In the summer of 2006, four key primary care physicians groups came together with IBM and other major employers to agree upon a set of joint principles that would define this model of healthcare delivery.
The physician groups and employers transformed their relationship into the Patient Centered Primary Care Collaborative (PCPCC), and the group met in September 2007 with health benefits companies. At that meeting, the health plans present embraced the concept of the medical home, joined the collaborative, and pledged to support the development of several pilot demonstrations.
The purpose of the regional medical-home demonstration projects is to "confirm what a considerable body of academic study and anecdotal evidence already supports: Recipients of primary care are healthier patients," says Edwina Rogers, vice president for health policy at the ERISA Industry Committee (ERIC), an association that represents large employers in their health and retirement benefits provision. ERIC staffs the PCPCC, and Rogers serves as its executive director.
The program, built upon NCQA's existing "Physician Practice Connections" recognition program, paves the way for practices that want to qualify as a medical home to measure their progress and work toward the achievement of specific service standards in order to enhance care, according to Jeff Van Ness, NCQA spokesman.
"It also guides employers and health plans that wish to identify high-performing primary care physicians when constructing a reimbursement system that rewards physicians who deliver care within the context of a functioning medical home," he says. "The criteria mirror pay-for-performance plans already in force among some health insurers."
NCQA hosted a policy conference recently to discuss the implications that the medical-home model would have with respect to policy, payment systems and quality of care. The NCQA standards will help employers and health plans identify high-performing primary care physicians with a view to construct a reimbursement system for physicians that rewards the provision of comprehensive care services within the context of a functioning medical home.
"The financial squeeze on primary care doctors threatens to produce a crisis for patient care," says MHE Editorial Advisor Joel V. Brill, MD, chief medical officer of Predictive Health LLC. "The patient-centered medical home is a model for a more efficient and cost-effective delivery of care. While payment reform is necessary . . . we need increased funding for healthcare, and not to rely on this being funded through redistribution of dollars from specialty care services. High-tech IT and high-touch care management need to be collaboratively integrated to help patients take responsibility for care and for their providers to assist them in achieving optimal care."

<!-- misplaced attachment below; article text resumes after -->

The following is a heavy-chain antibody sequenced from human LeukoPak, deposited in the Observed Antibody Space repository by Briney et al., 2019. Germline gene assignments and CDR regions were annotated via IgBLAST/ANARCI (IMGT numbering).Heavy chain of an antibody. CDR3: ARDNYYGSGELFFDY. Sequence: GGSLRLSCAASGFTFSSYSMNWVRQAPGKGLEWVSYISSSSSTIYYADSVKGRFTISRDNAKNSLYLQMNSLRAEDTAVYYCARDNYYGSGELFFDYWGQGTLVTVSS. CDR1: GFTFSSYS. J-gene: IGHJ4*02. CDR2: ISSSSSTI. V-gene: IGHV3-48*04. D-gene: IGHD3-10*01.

The purpose of a medical home is to realize the positive goals of the managed care movement, says Rogers.
"This is not a gatekeeper model at all, in fact, quite the opposite," she says. "It's about empowering patients by engaging them with a doctor who they know and trust, and can help them navigate our segmented, partialist medical system."
Paul Grundy, MD, IBM's director of health technology and strategic initiatives and chairman of the collaborative, agrees.
"Large, self-insured employers do not want to continue buying redundant medical tests, duplicate x-rays and ancillary referrals to competing specialists," he says. "Instead we want to spend that money on a primary care physician who will help our employees live healthier lifestyles . . . and coordinate the specialist care they receive to ensure it is relevantly and effectively performed and the patients can make sense of the consultation they've been given."
PCPCC recently announced its intent to use a set of clinical and operational criteria that will allow primary care practices to voluntarily be recognized as patient-centered medical homes.